(Note: this is the third post in a series entitled “The 199s.” Part one is here, part two is here.)
200s in Test cricket are not unheard of. In fact one could say they are even a little bit common. There have been 313 of them in the 2,000 plus Tests since 1877.
But that does not mean that they are easy; getting to 200 requires hours of concentration, it requires mental fortitude, luck, and batting skills of the highest order.
And while it is really an arbitrary number, getting to 200 I am sure is a bit of a relief for a player, as it releases the pressure; and just the same, I am sure falling at 199 is far more painful than falling at 176 or 184, especially when the player might never get to such great heights again…
In July, 2010, Armando Galarraga had a chance to pitch a perfect game, a true rarity in sport, a wonderful accomplishment; only the umpire, one Jim Joyce, blew the call on the final out and wrecked it for the young man.
The most heartbreaking part of it all was that everyone knew that Galarraga, an average pitcher at best, would never in a million years get another chance to complete a perfect game.
Which brings us to today’s entry in the 199 club…
Now Matthew Elliot was not the victim of a bad umpiring decision when he got out for 199 at Headingley during the Ashes series on 24 July, 1997, but it was the only time throughout his career that he would come anywhere near a double century.
In fact, in his 36 Test innings, he only scored two regular centuries, and only scored a total of 1,172 runs.
That 199 in 1997 accounted for nearly 17% of Elliot’s career Test runs.
Matthew’s knock came in Australia’s first (and only) innings after his countrymen had bowled out England for 172 (this was the 1990s, remember.) He batted for nearly seven and a half hours, seeing 351 balls…and he was dropped three times by England fielders (this was the 1990s, remember.) (Armando Galarraga could have used a bit of Elliot’s luck, surely.) …26 fours, 3 sixes, and a strike rate of 56.69…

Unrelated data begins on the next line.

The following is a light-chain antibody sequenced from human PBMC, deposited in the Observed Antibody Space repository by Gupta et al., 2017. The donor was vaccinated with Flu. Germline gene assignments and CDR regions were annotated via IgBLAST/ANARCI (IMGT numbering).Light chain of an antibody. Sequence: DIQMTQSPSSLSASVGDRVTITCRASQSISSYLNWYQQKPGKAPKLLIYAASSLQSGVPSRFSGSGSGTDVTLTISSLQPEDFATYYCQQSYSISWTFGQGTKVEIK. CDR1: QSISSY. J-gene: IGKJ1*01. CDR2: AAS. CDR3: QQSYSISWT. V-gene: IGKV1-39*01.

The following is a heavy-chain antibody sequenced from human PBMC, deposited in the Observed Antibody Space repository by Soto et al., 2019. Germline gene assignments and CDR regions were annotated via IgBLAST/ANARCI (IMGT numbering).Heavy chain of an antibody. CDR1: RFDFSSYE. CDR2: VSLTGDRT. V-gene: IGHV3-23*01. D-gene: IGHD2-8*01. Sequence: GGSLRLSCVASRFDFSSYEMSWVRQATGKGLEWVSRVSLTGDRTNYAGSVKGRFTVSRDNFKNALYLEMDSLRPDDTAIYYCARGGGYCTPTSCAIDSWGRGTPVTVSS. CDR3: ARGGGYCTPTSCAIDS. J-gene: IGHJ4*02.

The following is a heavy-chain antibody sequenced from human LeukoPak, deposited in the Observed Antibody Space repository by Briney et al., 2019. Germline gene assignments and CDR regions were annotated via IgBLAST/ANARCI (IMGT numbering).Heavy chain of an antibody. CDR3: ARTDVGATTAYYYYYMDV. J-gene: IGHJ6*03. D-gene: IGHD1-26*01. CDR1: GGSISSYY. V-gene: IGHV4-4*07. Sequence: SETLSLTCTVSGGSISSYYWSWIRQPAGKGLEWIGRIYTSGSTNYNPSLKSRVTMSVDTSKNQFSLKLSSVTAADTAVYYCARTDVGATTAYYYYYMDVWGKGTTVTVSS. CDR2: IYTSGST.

The match was the third in the Ashes Series. England had won the first Test at The Oval, but Australia went on to win at Nottingham, at Leeds, and at Old Trafford to retain the Ashes. The dead rubber at Lord’s was a draw.
As mentioned, the ground that hosted Elliot’s 199 was Headingley, in Leeds, a last minute ground change which Australia unsuccessfully protested.
It seats 17,000 and has hosted Tests since 1899 – most recently Australia v Pakistan in July of 2010 (Pakistan won by three wickets.)
It is a beautiful and famous old ground, and is home to Yorkshire, by far County Cricket’s most successful domestic side.
Your geography lesson:
(I was hoping that I would discover something cool when looking into the 199s, like that they all happened in the Subcontinent. But Elliot’s knock came in Northern England, which is just about as far from the Subcontinent as you can possibly get without going to the moon.)
Despite Elliot’s lack of long term success at the International level (he as only played in one ODI for his country, and no T20s) he did have a long and somewhat successful career in Australian domestic cricket – though it was also riddled with injuries.
He retired from professional cricket in 2008, but surfaced again a year later to play in the Indian Cricket League for the Chandigarh Lions.
Elliot’s career was marred by bad luck and a bit of tragedy (he blew out his knee in only his second test match, for instance), this despite his immense talent at the crease.
He scored two centuries during his first Ashes series, was named one of Wisden’s Cricketers of the Year in 1999, but his form dipped and he was dropped from the national side that same year.
I can’t help but think that maybe things would have been different for him if he had gotten just one more run on that July day in northern England…
On the pitch: GAH! Too much to even go into…Napier, Abu Dhabi, Adelaide – I suggest Cricinfo.
I will say this about the Australia-India test at Adelaide: it is just about the most melancholy sporting event I have ever experienced. @mannerofspeakin tweeted that “an entire generation of Indian cricket fans are watching their heroes fade into the sunset.”
It is very sad to watch our heroes age, grow old, fade away. And we are watching that with VVS, Sachin, Dravid.
After 816 Test innings and 37,422 runs, their Test careers are over.
It is so terribly sad – and I mean that from the bottom of my heart.
God speed, fellas. You deserved better.
Until next time.
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